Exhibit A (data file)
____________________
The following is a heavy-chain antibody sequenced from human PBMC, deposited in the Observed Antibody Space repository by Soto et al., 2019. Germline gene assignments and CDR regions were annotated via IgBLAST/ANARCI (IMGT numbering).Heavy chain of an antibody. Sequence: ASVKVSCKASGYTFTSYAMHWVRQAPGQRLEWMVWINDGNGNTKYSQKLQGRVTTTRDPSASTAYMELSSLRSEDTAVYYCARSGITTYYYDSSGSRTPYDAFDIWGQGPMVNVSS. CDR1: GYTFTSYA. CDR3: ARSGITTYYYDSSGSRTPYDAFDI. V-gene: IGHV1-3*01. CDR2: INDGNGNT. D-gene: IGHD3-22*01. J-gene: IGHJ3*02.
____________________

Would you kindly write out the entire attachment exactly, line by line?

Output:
The following is a heavy-chain antibody sequenced from human PBMC, deposited in the Observed Antibody Space repository by Soto et al., 2019. Germline gene assignments and CDR regions were annotated via IgBLAST/ANARCI (IMGT numbering).Heavy chain of an antibody. Sequence: ASVKVSCKASGYTFTSYAMHWVRQAPGQRLEWMVWINDGNGNTKYSQKLQGRVTTTRDPSASTAYMELSSLRSEDTAVYYCARSGITTYYYDSSGSRTPYDAFDIWGQGPMVNVSS. CDR1: GYTFTSYA. CDR3: ARSGITTYYYDSSGSRTPYDAFDI. V-gene: IGHV1-3*01. CDR2: INDGNGNT. D-gene: IGHD3-22*01. J-gene: IGHJ3*02.